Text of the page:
HBOS and RBS chiefs say sorry for ignoring risks

The disgraced HBOS and RBS bosses got a kicking from MPs today - who also had some sensational whistleblower claims...

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Last Updated: 31 Aug 2010

No question about today’s big event: Sir Fred Goodwin and Sir Tom McKillop, formerly of RBS, and Lord Stevenson and Andy Hornby, formerly of HBOS, were finally hauled in front of the attack dogs of the Treasury Select Committee for a very public dressing-down. The four men were quick to express their ‘profound’ apologies for the way things worked out, but it didn’t save them from criticism of their risk management, their lack of qualifications, and their all-round bad judgement. And the MPs even revealed that a former HBOS head of risk is claiming he was sacked after warning the bank against its rapid expansion…

Today’s hearing was the usual round of aggressive mud-slinging and pointless questioning that we’ve come to expect from the Committee – after all, many of the MPs are not financial experts, so it’s not easy for them to trip up bankers on technical details (some of them don’t even seem to fully understand how big banks work). However, they did strike a direct hit by revealing they’d had a submission from an HBOS whistleblower, who claimed to have warned the board about the excessive risks they were taking four years ago – and got sacked for his troubles. HBOS claims the FSA investigated and were perfectly happy, but we’re bound to hear a lot more about this episode…

One of the committee’s main obsessions was about the qualifications these men had to run big banks – or lack thereof. The MPs insisted on knowing how many of them (and their directors) were qualified as bankers. We’re sceptical about the idea that these banks only lost money because their top brass hadn’t done a BA in International Credit Crunch Reactions, but it’s a fair point to ask whether McKillop – a career pharmacist – was suitably equipped to chair an international bank...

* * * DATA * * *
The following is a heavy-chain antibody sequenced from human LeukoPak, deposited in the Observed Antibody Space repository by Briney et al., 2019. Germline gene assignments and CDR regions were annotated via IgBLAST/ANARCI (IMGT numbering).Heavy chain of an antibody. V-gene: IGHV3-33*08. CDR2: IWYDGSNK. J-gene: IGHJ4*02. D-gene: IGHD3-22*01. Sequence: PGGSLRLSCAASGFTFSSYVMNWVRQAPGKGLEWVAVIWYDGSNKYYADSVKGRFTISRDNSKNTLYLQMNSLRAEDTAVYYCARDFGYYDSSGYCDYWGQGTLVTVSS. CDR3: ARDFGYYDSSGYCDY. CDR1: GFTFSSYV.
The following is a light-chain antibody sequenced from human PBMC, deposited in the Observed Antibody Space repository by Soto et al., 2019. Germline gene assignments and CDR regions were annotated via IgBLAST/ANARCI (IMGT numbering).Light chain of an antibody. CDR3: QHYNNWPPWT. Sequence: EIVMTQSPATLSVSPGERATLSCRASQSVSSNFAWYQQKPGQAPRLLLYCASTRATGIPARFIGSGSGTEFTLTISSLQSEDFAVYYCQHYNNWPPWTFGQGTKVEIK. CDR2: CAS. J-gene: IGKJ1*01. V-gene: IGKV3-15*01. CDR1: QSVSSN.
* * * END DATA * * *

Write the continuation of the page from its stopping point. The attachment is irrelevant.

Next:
In general, the four did a decent job of batting away questions about their salary and bonuses, insisting this was not to blame – although Hornby noticeably squirmed when the panel talked about his £60,000-a-month contract to advise Lloyds TSB (enough to pay for 36 staff jobs, said MP John Mann). The youthful HBOS chief certainly looked the most shell-shocked by the experience, although we can’t say we blame him…

The RBS duo also got plenty of stick about the ABN Amro deal – they pointed out that shareholders voted overwhelmingly in favour of it, but admitted that with the benefit of hindsight, it had been a bad deal. In fact this was really the general theme of the day – the four were never slow to apologise, but they largely suggested that they had only been proved wrong in retrospect, and there was nothing fundamentally wrong with their personal motives (which we can well believe), or their banks’ general set-up (which we don't believe at all, given what's happened)

So did we learn anything? Not a lot – but at least the bankers at the heart of this crisis got to face some kind of public reckoning for the damage their insitutions have done...


In today's bulletin:

HBOS and RBS chiefs say sorry for ignoring risks
JJB calls in the administrators after retail shoeing
Ed makes a Depressing Balls-up
Harriet Harman: No more sexism in the City
Editor's blog: Putting the world to rights in Portmerion

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